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I’ve been developing WordPress stuff for a few years now. During all this time, my development toolkit changed. A lot.

As I learnt new skills, I discovered new tools. This usually resulted in a gain of productivity, improved skills, and realizing better tools were available.

Even though this cycle definitely has a limit, I think I still have some nice things to discover. Docker for instance is something I’d love to have the time to dive into. Capistrano is also something I really want to learn more about.

As of today though, I’m really happy with my development environment. Here is what it looks like…

Development Environment

In this post I’m focusing exclusively on the environment and not the development tools per se. That could be a topic for another time…

My current development environment is composed of 4 tools (excluding all the basics like Git): Vagrant, Varying Vagrant Vagrants (VVV), Variable VVV (VV) and VVV Dashboard.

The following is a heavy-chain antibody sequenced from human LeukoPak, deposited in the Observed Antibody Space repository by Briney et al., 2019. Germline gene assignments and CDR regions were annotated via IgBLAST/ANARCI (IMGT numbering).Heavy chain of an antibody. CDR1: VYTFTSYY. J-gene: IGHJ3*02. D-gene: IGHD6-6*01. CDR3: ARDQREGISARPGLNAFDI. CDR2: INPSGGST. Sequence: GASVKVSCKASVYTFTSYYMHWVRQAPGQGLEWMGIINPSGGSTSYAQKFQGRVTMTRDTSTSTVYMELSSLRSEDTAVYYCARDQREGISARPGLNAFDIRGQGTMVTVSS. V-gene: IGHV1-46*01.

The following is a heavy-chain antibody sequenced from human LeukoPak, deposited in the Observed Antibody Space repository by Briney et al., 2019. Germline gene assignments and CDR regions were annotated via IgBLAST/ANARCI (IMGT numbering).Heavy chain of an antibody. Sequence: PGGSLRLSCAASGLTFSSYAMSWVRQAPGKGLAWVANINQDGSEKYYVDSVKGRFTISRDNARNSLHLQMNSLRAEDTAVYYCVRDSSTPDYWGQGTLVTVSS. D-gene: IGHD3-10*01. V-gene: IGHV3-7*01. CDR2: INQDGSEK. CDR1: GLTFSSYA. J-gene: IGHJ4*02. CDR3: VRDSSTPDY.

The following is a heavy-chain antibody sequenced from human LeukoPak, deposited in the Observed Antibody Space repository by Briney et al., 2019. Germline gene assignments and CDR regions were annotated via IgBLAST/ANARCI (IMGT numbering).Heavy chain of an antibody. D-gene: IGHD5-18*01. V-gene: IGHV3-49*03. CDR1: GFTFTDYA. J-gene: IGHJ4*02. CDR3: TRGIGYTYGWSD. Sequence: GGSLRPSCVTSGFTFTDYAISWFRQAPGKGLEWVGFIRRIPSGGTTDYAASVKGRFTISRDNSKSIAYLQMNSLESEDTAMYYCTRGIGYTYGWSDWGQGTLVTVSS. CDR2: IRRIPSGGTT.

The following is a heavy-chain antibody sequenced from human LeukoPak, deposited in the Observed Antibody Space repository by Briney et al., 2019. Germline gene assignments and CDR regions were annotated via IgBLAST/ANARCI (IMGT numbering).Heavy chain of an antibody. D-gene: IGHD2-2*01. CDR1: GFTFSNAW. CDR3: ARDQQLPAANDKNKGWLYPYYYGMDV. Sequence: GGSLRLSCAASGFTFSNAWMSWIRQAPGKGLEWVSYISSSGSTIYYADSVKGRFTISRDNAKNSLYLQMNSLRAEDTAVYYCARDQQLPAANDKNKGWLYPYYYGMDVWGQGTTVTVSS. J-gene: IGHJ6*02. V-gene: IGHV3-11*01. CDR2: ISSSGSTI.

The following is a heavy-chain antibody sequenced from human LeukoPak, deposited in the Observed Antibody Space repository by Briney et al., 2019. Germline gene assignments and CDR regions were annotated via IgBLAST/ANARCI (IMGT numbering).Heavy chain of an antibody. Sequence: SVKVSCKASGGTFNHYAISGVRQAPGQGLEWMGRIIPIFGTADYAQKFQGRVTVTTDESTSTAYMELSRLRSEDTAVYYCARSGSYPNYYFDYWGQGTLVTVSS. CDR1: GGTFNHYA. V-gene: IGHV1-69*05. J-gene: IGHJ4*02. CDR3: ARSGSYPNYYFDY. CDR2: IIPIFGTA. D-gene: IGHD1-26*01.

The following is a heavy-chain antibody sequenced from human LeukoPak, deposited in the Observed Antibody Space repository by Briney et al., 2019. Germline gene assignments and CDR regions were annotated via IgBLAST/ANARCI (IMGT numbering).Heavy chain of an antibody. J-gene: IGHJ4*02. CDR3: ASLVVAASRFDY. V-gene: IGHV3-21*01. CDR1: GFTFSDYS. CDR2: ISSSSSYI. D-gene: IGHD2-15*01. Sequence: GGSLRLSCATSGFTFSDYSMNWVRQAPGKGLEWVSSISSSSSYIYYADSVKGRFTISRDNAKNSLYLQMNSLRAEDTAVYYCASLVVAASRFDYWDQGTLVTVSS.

This set of tools makes it super easy to setup a production-like dev server, create new site “on the fly” and manage all the resulting mess 😉

VirtualBox

Yes I know, […]

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I am really happy to announce that I pushed version 1.1.0 of WP Google Authenticator today. This version is the biggest update since the first release of the plugin. It adds support for two things that have been asked in the past: apps passwords and role based activation.

Apps Passwords

You might be using the WordPress mobile app on your iPhone or Android phone. So far you could actually use the WordPress app without problem. The plugin was using the user agent to determine if the connection was made from the WordPress app, and if it was, the one time password was skipped. This, obviously, brings the additional security this plugin adds down.